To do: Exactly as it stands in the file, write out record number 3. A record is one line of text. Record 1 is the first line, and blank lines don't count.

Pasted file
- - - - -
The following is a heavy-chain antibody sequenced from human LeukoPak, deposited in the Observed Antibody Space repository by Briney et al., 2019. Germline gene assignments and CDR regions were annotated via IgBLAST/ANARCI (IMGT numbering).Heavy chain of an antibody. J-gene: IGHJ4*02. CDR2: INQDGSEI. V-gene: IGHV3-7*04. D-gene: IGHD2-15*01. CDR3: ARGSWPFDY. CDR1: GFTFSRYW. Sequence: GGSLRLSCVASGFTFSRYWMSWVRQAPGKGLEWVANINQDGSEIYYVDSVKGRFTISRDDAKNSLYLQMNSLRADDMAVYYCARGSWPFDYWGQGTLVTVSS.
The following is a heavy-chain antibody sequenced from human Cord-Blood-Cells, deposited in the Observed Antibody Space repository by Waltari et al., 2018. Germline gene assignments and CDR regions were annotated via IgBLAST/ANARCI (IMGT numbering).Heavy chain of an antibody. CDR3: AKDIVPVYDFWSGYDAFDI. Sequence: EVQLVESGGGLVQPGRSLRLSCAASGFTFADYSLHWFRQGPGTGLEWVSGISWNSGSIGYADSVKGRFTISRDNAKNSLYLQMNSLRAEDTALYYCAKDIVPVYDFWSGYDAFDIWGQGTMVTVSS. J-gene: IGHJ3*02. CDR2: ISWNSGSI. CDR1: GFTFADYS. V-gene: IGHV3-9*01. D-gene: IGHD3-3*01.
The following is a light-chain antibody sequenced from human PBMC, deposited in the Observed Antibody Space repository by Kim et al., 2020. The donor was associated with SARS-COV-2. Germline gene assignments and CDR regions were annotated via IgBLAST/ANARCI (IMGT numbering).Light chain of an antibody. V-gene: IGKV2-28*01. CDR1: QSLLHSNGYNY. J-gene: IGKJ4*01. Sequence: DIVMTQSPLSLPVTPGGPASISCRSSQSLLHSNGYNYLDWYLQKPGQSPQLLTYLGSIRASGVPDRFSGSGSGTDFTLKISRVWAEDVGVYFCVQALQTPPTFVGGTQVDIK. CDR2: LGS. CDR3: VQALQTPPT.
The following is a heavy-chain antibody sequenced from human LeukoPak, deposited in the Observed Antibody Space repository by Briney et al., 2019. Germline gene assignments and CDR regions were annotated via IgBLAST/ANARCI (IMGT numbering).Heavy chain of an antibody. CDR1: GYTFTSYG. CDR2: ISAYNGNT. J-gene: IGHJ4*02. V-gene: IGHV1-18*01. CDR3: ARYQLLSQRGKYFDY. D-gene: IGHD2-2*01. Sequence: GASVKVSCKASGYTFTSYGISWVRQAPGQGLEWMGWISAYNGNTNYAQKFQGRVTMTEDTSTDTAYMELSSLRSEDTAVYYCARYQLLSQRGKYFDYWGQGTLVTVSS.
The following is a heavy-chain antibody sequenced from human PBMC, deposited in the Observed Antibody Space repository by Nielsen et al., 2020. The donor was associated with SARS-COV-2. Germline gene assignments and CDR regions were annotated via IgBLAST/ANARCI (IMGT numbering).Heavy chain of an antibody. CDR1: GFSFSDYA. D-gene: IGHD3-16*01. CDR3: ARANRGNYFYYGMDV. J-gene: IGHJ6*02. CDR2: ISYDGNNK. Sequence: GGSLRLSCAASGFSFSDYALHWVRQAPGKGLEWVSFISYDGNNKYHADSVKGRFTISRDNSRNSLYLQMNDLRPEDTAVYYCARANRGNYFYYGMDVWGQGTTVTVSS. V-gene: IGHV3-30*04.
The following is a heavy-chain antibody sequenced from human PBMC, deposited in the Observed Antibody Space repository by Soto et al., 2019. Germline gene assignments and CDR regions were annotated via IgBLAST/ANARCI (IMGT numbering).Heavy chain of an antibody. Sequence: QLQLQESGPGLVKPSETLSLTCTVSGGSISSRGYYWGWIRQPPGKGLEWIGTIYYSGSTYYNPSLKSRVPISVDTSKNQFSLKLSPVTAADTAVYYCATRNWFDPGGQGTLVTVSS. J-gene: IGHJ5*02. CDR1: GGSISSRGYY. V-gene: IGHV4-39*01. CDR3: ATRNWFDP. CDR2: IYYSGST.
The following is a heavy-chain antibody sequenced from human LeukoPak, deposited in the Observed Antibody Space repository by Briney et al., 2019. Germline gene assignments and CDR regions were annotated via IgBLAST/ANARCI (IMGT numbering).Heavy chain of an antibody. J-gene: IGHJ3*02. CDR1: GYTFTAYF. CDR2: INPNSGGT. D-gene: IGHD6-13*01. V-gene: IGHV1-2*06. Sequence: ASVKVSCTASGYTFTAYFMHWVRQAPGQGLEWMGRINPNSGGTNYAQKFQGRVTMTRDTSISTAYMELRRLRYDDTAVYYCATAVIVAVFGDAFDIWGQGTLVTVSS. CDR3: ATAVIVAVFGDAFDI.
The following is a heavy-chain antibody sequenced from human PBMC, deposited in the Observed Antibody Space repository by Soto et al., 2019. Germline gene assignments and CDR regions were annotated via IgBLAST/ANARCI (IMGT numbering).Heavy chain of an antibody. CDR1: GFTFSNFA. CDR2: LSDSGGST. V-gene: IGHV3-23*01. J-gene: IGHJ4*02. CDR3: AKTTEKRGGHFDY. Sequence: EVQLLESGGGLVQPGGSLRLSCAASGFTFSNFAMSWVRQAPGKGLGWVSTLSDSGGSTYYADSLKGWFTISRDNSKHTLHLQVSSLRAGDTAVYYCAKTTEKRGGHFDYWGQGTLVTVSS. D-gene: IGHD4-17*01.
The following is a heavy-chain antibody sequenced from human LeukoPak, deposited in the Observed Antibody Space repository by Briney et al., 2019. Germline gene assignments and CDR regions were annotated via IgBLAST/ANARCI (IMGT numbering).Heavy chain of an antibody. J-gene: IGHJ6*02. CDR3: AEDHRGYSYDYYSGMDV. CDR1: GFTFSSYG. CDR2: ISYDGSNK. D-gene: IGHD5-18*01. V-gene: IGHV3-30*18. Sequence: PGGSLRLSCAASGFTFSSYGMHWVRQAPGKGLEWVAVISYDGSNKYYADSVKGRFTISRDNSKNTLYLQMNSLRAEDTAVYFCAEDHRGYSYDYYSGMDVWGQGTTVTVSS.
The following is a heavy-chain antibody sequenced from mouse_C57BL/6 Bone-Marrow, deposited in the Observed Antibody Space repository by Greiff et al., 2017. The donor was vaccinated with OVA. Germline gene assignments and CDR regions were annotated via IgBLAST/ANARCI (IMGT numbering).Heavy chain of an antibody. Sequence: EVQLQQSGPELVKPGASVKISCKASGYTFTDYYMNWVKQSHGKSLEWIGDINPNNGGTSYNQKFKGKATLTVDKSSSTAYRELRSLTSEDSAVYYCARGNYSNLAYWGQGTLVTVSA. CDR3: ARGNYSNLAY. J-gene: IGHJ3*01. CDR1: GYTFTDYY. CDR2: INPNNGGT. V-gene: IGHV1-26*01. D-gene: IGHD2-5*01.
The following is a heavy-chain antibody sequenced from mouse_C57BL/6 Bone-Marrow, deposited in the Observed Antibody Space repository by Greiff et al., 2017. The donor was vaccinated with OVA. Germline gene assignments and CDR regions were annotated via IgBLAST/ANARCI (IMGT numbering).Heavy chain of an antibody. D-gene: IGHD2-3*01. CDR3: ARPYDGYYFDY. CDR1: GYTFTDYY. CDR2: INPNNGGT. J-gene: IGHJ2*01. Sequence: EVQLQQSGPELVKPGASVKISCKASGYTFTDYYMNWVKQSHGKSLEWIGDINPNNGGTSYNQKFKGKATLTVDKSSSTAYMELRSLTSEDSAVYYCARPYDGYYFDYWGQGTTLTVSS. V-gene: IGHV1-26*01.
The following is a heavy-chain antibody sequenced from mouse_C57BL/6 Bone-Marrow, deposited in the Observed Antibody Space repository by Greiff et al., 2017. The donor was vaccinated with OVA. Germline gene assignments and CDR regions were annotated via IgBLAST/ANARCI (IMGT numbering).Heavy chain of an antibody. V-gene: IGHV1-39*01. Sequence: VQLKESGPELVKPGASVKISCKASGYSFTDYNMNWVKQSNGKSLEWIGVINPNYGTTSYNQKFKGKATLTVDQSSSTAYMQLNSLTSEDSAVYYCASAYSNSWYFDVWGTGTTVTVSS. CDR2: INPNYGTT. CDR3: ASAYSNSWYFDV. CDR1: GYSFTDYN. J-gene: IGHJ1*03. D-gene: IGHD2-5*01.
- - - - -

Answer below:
The following is a light-chain antibody sequenced from human PBMC, deposited in the Observed Antibody Space repository by Kim et al., 2020. The donor was associated with SARS-COV-2. Germline gene assignments and CDR regions were annotated via IgBLAST/ANARCI (IMGT numbering).Light chain of an antibody. V-gene: IGKV2-28*01. CDR1: QSLLHSNGYNY. J-gene: IGKJ4*01. Sequence: DIVMTQSPLSLPVTPGGPASISCRSSQSLLHSNGYNYLDWYLQKPGQSPQLLTYLGSIRASGVPDRFSGSGSGTDFTLKISRVWAEDVGVYFCVQALQTPPTFVGGTQVDIK. CDR2: LGS. CDR3: VQALQTPPT.